Over the seasons, Jeff Shelton has brought his camera to the fireline and captured the routine of daily life and work of a Southern California strike team.
Shelton is stationed on the edge of the Cleveland National Forest in Silverado Canyon and is working his twenty-fifth season in fire. Having deployments from San Diego to Montana, he brings a realistic approach to fire behavior analysis. As a Fire Behavior Specialist and Geospatial Analyst, he is committed to bringing the concepts of decision support to field personnel and represents the Orange County Fire Authority on California’s Predictive Services Committee for FIRESCOPE. When fuel moistures are high and burn periods short, Shelton can be found on the beach cross-stepping to the nose of his longboard, or in the local mountains moonlighting as a Professional Ski Patroller.
In early June, as the season took off, we asked him to share is Seasonal Outlook (see below), with his insights on how we might prepare for the spate of “usual” fires that go big — and, in the case of the Yarnell Hill Fire in Arizona, turn deadly.
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Fire Potential — Seasonal Outlook — Southern California
As the 2013 fire season shifts into gear, a new understanding of the term “potential” may well be warranted. With only a fraction of the normal precipitation from the previous winter, soil moisture is unusually dry and vegetation is stressed. Add freeze kill to warm, dry weather and the stage is set. Live fuel moistures are truly telling the tale. Mid-summer values are supporting fire behavior typically seen in the middle of summer. And yet the calendar says it’s Spring. So where do we go from here?
Predictive Services are indicating little relief in sight. Cooler than normal sea surface temperatures near the equatorial Pacific are driving a trend which may push the characteristic monsoonal moisture intrusion further to the east this summer. A mixed blessing. Fewer lightning ignitions in the parched west; but little moisture either. Large fire growth seems inevitable considering the circumstances and what we have seen thus far.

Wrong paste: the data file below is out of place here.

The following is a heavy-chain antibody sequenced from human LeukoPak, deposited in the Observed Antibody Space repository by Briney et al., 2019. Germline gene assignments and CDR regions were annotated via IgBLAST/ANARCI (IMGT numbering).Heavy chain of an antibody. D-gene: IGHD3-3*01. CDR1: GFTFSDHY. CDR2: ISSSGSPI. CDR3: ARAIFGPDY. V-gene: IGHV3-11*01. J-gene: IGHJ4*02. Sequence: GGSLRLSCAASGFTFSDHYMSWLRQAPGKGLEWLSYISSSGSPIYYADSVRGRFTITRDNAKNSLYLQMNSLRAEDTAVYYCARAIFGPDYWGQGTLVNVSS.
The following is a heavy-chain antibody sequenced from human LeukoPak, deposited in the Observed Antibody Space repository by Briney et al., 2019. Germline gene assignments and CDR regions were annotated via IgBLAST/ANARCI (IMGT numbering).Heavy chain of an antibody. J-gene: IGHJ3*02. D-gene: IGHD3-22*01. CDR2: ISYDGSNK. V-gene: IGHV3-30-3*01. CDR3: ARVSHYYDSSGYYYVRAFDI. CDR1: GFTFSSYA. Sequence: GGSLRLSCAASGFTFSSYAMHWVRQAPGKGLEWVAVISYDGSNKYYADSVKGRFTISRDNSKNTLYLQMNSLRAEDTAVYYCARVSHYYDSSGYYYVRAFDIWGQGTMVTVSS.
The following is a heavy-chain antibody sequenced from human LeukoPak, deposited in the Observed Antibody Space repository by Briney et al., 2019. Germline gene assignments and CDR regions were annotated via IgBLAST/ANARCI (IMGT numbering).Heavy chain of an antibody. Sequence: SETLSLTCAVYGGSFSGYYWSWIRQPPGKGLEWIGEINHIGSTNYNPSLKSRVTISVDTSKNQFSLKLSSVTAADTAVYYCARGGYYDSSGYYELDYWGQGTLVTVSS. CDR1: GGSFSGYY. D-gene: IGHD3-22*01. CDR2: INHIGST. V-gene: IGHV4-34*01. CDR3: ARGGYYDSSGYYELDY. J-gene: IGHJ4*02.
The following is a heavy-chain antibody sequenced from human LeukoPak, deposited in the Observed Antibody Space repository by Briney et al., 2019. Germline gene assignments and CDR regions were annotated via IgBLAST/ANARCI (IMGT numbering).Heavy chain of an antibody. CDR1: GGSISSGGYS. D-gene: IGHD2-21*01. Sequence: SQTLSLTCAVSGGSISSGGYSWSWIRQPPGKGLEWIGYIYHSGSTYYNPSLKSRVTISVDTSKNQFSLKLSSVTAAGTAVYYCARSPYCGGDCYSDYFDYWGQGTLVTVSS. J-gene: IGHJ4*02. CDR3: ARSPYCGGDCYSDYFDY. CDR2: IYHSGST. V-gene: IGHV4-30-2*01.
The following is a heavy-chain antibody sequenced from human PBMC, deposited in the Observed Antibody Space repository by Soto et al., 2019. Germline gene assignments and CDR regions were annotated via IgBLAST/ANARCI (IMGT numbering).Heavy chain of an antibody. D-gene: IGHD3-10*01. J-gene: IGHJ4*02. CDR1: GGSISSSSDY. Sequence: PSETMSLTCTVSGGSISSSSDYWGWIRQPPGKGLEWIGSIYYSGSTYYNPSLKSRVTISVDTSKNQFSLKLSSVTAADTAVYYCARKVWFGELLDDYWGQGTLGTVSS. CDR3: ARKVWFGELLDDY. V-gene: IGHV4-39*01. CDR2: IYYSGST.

So how do we adjust our situational awareness to this new reality? Expecting the unexpected should be, well…..expected. When you pull up to a fire, your experience and understanding may tell you that this fire will go five, twenty or maybe a hundred acres. The new reality is that these ”usual” fires are going to go fifty, five hundred or several thousand acres. Fires that needed alignment to go the distance are burning with uncommon speed and intensity….out of alignment.
For engine operations this fire season, revisiting the concept of DRAW-D seems to be an especially wise course of action. The DRAW-D pneumonic comes out military command philosophy and provides a flexible framework to assess and reassess levels of engagement. When you pull up to your next fire this season, ask yourself:
- Do I Defend my position by improving upon the natural characteristics of the fireground; be they roads, rivers or rock outcroppings?
- Do I Reinforce my position with more assets to safely and efficiently address the observed and predicted fire behavior?
- Do I Advance to take advantage of favorable terrain, lighter fuel loading, or a predicted rise in relative humidity?
- Do I Withdraw in respect to established safety guidelines and preserve the strength of my crew?
- Do I Delay my actions to again take advantage of favorable terrain, changes in fuel type, or a known weather phenomenon?
Fire season 2013 is here. Remembering the limitations of your experience is critical. Knowing when not to act will be as important as knowing when to act.